Friday, July 1, 2005
Alex Parra — Conservationist of the Year 2005
It gives me great pleasure to stand before you today to present another outstanding individual as our Conservationist of the Year. As in years past, I have been privileged to introduce an individual whose service to our community has been well beneath the radar of most of us in town. Quiet and unassuming are the two most frequently applied adjectives when asked to describe him. Some might even say, 'Who knew?'
Well, many of us do know and have known for quite some time now. But he has been so quiet and unassuming that even some in the conservation community have failed to recognize the size of his shoes — and they are big shoes, figuratively, of course.
Now, I personally became aware of this gentleman when he elbowed me in the ribs when we were both on the Conservation Commission many years ago and he informed me that nodding off during a hearing was entirely inappropriate. I have not snoozed off since and he has moved on to do wonderful things for our little town.
Many of us in Carlisle are immensely proud and protective of our open space and conservation land. I can tell you that without the enormous effort and good will of our candidate and the generous forbearance of his family, quite a bit of what we love and admire on a daily basis would be house lots or worse. He has played a significant (if not THE) significant role in the acquisition of nearly all of the conservation land acquired or conserved in the past 15 years (the Malcolm Land, the Benfield Land and 80 Russell Street to name the most significant). His contributions, however, to these acquisitions are of the most subtle sort (not what one normally expects from a good lawyer). His quiet and earnest demeanor (not to mention his expertise in land use law and negotiating skill) has been what it took to bring sometimes disputatious parties to a harmonious conclusion by getting to the real issues that divide competing interests. Sometimes these divisions have been extremely deep and complicated, but he has patiently worked to discover what each party really wanted or needed to close. He is the one who crafted the language that soothed everyone's ruffled feathers, settled the dust and clinched the deal.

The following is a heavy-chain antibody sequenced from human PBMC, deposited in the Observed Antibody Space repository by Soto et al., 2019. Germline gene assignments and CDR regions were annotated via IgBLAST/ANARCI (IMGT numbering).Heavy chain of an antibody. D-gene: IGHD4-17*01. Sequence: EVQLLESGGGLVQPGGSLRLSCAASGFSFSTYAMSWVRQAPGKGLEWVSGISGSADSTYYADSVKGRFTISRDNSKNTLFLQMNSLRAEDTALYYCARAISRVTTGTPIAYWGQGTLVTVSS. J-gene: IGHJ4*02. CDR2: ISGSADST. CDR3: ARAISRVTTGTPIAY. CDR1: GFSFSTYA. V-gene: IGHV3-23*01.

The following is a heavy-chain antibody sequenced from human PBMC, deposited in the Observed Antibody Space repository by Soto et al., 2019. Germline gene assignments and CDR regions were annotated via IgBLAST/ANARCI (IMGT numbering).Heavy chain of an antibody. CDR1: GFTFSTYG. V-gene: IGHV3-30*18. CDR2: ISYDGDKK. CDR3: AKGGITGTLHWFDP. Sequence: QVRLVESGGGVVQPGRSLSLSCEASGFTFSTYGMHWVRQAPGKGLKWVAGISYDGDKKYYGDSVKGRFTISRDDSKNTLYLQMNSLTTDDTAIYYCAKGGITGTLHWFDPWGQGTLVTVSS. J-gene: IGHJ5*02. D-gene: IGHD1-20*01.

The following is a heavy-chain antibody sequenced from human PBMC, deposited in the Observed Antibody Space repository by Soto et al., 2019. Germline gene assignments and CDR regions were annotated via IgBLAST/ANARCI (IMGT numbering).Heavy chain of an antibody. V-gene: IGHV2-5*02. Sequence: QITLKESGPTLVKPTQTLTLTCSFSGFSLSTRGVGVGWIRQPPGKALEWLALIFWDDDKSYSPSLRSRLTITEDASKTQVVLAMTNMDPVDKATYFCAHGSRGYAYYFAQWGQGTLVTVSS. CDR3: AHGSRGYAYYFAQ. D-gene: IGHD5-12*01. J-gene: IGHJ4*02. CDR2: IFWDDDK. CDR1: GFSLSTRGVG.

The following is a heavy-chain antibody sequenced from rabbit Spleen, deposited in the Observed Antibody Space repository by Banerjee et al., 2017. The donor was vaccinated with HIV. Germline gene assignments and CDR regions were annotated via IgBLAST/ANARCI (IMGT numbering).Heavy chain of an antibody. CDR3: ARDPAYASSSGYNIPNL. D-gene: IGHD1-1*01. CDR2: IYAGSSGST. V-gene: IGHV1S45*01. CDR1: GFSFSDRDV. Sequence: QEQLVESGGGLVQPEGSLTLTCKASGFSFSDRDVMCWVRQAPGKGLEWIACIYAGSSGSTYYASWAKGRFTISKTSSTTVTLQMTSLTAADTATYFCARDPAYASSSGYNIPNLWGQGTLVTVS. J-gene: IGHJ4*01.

Curiously, this ability arises from his remarkable skill as a devil's advocate in a productive and inoffensive manner. The king of the "whispered aside" and quick with a light but effective humor, he has been able to penetrate the defensive shields of reluctant participants. He puts negotiators at ease with his breadth of knowledge and natural finesse. Our candidate would tell you with a sly wink that lawyers are like nuns — they always travel in pairs. He has been Sancho Panza to some of our earlier Don Quixotes. (Not that conserving land is tilting at windmills, mind you!) This year it is his turn to be recognized. I give you Carlisle Conservation Foundation stalwart, Alex Parra, Conservationist of the Year 2005.
© 2005 The Carlisle Mosquito